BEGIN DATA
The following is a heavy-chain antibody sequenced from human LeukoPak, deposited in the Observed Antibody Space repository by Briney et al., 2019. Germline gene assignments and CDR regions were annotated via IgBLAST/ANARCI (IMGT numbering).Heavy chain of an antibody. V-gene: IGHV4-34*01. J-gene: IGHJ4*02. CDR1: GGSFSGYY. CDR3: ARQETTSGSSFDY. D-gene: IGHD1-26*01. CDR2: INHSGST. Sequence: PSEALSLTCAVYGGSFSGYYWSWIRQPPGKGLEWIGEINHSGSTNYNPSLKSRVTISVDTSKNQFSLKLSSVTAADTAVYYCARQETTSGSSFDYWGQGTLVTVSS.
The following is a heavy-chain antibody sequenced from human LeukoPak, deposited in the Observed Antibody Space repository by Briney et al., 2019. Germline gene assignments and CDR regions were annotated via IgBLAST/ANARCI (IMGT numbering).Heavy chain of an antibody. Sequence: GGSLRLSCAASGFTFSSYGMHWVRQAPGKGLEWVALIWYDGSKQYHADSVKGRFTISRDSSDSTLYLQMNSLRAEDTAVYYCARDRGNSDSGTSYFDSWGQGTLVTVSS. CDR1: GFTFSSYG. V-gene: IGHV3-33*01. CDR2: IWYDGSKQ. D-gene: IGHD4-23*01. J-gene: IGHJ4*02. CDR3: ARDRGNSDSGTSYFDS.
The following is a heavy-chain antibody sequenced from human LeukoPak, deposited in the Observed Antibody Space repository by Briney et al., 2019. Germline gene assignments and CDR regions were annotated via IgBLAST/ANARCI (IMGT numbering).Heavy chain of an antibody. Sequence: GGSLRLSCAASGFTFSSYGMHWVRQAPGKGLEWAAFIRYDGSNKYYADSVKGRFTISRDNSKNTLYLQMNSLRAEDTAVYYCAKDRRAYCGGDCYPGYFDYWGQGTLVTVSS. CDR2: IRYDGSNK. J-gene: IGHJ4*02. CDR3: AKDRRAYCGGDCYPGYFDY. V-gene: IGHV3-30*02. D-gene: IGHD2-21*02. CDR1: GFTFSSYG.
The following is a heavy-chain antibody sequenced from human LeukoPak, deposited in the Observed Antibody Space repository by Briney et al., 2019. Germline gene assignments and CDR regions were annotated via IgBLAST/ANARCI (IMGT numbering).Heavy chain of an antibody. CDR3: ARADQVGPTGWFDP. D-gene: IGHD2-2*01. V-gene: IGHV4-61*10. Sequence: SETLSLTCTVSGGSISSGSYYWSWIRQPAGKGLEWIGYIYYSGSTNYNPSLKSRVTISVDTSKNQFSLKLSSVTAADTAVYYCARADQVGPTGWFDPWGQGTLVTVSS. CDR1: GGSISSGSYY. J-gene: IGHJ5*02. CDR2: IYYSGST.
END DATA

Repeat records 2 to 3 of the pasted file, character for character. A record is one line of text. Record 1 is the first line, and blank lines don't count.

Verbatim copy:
The following is a heavy-chain antibody sequenced from human LeukoPak, deposited in the Observed Antibody Space repository by Briney et al., 2019. Germline gene assignments and CDR regions were annotated via IgBLAST/ANARCI (IMGT numbering).Heavy chain of an antibody. Sequence: GGSLRLSCAASGFTFSSYGMHWVRQAPGKGLEWVALIWYDGSKQYHADSVKGRFTISRDSSDSTLYLQMNSLRAEDTAVYYCARDRGNSDSGTSYFDSWGQGTLVTVSS. CDR1: GFTFSSYG. V-gene: IGHV3-33*01. CDR2: IWYDGSKQ. D-gene: IGHD4-23*01. J-gene: IGHJ4*02. CDR3: ARDRGNSDSGTSYFDS.
The following is a heavy-chain antibody sequenced from human LeukoPak, deposited in the Observed Antibody Space repository by Briney et al., 2019. Germline gene assignments and CDR regions were annotated via IgBLAST/ANARCI (IMGT numbering).Heavy chain of an antibody. Sequence: GGSLRLSCAASGFTFSSYGMHWVRQAPGKGLEWAAFIRYDGSNKYYADSVKGRFTISRDNSKNTLYLQMNSLRAEDTAVYYCAKDRRAYCGGDCYPGYFDYWGQGTLVTVSS. CDR2: IRYDGSNK. J-gene: IGHJ4*02. CDR3: AKDRRAYCGGDCYPGYFDY. V-gene: IGHV3-30*02. D-gene: IGHD2-21*02. CDR1: GFTFSSYG.